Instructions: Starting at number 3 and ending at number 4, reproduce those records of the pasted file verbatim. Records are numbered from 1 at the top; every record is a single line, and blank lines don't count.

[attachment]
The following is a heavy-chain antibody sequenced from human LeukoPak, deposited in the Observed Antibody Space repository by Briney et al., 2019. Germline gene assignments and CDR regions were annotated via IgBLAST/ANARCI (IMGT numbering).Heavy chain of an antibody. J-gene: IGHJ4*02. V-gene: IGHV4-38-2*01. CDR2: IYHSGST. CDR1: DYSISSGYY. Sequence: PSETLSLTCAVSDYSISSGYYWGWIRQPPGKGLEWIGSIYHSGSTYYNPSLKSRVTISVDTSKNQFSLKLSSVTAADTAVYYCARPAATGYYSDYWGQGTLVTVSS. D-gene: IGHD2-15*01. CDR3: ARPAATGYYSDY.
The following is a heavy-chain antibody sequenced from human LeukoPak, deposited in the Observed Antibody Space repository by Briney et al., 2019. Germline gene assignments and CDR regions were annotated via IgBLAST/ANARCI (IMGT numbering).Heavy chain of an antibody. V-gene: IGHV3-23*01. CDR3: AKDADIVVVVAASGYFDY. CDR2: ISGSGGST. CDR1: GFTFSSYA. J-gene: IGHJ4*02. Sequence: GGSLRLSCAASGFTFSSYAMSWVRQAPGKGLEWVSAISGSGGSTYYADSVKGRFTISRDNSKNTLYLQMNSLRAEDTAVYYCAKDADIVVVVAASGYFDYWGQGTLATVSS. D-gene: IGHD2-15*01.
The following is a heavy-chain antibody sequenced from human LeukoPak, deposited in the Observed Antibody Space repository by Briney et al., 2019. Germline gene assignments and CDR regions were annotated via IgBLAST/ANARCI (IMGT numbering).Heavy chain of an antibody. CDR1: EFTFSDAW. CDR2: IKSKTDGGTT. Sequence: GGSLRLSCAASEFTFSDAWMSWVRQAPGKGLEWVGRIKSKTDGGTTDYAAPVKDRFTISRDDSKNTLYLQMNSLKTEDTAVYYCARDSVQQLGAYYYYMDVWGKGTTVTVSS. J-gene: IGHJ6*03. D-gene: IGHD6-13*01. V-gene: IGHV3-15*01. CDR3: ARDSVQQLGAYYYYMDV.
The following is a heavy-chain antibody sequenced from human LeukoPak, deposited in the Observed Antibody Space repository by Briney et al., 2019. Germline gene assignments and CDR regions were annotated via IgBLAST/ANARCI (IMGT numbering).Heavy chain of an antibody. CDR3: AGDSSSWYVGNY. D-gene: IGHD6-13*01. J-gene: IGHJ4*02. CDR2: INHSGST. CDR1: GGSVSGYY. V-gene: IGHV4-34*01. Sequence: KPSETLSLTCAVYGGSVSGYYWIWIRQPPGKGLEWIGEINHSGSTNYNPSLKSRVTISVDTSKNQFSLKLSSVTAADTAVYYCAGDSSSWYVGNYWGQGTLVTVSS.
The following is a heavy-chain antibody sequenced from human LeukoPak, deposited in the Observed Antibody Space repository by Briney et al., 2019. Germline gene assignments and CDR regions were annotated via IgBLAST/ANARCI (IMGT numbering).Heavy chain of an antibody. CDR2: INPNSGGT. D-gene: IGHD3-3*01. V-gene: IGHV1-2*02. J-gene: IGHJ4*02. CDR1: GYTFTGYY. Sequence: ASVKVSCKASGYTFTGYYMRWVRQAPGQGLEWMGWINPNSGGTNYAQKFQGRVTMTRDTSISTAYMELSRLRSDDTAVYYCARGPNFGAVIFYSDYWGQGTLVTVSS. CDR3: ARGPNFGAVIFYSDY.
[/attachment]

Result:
The following is a heavy-chain antibody sequenced from human LeukoPak, deposited in the Observed Antibody Space repository by Briney et al., 2019. Germline gene assignments and CDR regions were annotated via IgBLAST/ANARCI (IMGT numbering).Heavy chain of an antibody. CDR1: EFTFSDAW. CDR2: IKSKTDGGTT. Sequence: GGSLRLSCAASEFTFSDAWMSWVRQAPGKGLEWVGRIKSKTDGGTTDYAAPVKDRFTISRDDSKNTLYLQMNSLKTEDTAVYYCARDSVQQLGAYYYYMDVWGKGTTVTVSS. J-gene: IGHJ6*03. D-gene: IGHD6-13*01. V-gene: IGHV3-15*01. CDR3: ARDSVQQLGAYYYYMDV.
The following is a heavy-chain antibody sequenced from human LeukoPak, deposited in the Observed Antibody Space repository by Briney et al., 2019. Germline gene assignments and CDR regions were annotated via IgBLAST/ANARCI (IMGT numbering).Heavy chain of an antibody. CDR3: AGDSSSWYVGNY. D-gene: IGHD6-13*01. J-gene: IGHJ4*02. CDR2: INHSGST. CDR1: GGSVSGYY. V-gene: IGHV4-34*01. Sequence: KPSETLSLTCAVYGGSVSGYYWIWIRQPPGKGLEWIGEINHSGSTNYNPSLKSRVTISVDTSKNQFSLKLSSVTAADTAVYYCAGDSSSWYVGNYWGQGTLVTVSS.